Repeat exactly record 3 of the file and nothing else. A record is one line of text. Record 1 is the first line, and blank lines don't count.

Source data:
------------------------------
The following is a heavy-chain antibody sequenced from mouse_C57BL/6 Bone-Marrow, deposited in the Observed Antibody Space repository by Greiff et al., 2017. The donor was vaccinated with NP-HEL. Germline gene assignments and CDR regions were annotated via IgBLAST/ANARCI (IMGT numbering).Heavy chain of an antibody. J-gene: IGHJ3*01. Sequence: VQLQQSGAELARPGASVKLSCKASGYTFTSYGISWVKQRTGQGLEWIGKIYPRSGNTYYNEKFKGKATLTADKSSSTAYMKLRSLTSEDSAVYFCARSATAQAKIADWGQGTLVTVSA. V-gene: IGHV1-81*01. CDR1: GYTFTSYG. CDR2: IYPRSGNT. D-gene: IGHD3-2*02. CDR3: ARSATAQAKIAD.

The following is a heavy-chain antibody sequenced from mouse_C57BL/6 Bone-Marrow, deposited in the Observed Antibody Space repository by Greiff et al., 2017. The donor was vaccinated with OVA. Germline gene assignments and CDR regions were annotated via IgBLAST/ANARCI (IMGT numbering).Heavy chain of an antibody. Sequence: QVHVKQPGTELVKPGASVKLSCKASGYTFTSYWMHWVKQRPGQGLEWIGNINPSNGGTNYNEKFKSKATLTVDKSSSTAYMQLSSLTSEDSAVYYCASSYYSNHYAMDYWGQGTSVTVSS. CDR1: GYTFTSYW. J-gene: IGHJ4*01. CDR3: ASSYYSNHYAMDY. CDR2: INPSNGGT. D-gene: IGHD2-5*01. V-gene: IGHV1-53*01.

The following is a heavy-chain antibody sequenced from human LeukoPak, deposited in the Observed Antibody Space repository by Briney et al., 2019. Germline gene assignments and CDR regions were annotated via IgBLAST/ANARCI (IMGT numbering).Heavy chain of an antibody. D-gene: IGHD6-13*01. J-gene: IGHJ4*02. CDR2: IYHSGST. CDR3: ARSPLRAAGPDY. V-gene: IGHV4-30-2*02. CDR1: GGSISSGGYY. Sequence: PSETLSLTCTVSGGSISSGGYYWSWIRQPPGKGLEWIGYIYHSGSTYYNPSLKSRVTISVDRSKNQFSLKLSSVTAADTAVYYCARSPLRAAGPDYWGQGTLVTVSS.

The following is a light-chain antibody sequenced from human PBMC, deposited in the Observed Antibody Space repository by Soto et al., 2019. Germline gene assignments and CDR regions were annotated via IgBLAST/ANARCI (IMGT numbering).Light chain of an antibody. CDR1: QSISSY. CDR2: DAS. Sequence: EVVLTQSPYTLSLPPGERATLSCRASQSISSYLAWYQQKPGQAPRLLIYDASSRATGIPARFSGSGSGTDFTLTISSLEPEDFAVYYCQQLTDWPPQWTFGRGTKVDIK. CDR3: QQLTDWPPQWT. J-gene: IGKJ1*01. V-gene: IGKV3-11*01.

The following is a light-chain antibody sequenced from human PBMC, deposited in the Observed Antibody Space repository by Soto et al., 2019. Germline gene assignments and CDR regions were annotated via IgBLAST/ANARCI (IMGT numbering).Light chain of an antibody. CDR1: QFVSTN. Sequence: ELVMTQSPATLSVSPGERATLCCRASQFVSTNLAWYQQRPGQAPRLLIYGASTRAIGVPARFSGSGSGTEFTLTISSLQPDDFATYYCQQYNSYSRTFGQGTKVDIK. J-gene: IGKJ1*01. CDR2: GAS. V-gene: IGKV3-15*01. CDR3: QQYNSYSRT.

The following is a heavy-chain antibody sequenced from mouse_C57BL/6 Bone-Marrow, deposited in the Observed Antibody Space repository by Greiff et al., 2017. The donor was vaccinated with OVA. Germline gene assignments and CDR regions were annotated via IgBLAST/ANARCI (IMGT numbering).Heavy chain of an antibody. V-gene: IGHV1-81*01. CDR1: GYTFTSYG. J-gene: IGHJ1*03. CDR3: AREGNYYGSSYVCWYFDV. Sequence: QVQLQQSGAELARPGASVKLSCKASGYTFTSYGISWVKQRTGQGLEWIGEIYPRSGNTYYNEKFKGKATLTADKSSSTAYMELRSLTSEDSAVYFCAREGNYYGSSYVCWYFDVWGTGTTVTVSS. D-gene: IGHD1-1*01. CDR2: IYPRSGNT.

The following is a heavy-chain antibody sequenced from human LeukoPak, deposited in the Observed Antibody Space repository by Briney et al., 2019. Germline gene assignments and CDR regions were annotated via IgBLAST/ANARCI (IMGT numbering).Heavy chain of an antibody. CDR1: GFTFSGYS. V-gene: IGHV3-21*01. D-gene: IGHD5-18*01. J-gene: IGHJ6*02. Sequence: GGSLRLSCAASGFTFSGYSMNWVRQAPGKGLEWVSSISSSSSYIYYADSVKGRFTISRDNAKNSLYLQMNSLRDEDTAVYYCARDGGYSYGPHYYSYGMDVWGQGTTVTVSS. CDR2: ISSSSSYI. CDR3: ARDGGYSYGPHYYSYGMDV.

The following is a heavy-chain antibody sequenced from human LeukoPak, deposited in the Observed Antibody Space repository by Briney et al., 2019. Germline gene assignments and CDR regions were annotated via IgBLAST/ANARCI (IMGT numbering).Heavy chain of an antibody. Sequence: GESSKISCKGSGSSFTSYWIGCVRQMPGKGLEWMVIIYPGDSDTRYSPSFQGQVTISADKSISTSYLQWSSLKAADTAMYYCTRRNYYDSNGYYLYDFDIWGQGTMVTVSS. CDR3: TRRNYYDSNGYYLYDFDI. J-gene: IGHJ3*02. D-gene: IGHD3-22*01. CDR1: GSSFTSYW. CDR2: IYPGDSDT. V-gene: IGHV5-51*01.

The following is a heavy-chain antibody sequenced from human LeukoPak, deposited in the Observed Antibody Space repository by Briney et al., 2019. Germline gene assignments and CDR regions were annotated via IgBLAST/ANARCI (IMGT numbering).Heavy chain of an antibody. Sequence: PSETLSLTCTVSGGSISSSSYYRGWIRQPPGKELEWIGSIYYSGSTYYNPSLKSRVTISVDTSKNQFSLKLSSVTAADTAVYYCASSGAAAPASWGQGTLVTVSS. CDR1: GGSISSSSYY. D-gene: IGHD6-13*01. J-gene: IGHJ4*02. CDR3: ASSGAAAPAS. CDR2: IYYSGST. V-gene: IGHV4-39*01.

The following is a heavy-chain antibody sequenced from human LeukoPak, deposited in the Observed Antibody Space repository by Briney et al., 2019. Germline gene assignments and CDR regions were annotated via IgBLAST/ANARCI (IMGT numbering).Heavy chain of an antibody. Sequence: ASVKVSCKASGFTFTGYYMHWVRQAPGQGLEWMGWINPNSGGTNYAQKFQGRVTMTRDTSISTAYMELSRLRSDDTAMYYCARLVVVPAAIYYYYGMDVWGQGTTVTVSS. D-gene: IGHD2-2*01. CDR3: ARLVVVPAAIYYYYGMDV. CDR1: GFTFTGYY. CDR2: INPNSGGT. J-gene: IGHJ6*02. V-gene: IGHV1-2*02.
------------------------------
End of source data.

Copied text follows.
The following is a heavy-chain antibody sequenced from human LeukoPak, deposited in the Observed Antibody Space repository by Briney et al., 2019. Germline gene assignments and CDR regions were annotated via IgBLAST/ANARCI (IMGT numbering).Heavy chain of an antibody. D-gene: IGHD6-13*01. J-gene: IGHJ4*02. CDR2: IYHSGST. CDR3: ARSPLRAAGPDY. V-gene: IGHV4-30-2*02. CDR1: GGSISSGGYY. Sequence: PSETLSLTCTVSGGSISSGGYYWSWIRQPPGKGLEWIGYIYHSGSTYYNPSLKSRVTISVDRSKNQFSLKLSSVTAADTAVYYCARSPLRAAGPDYWGQGTLVTVSS.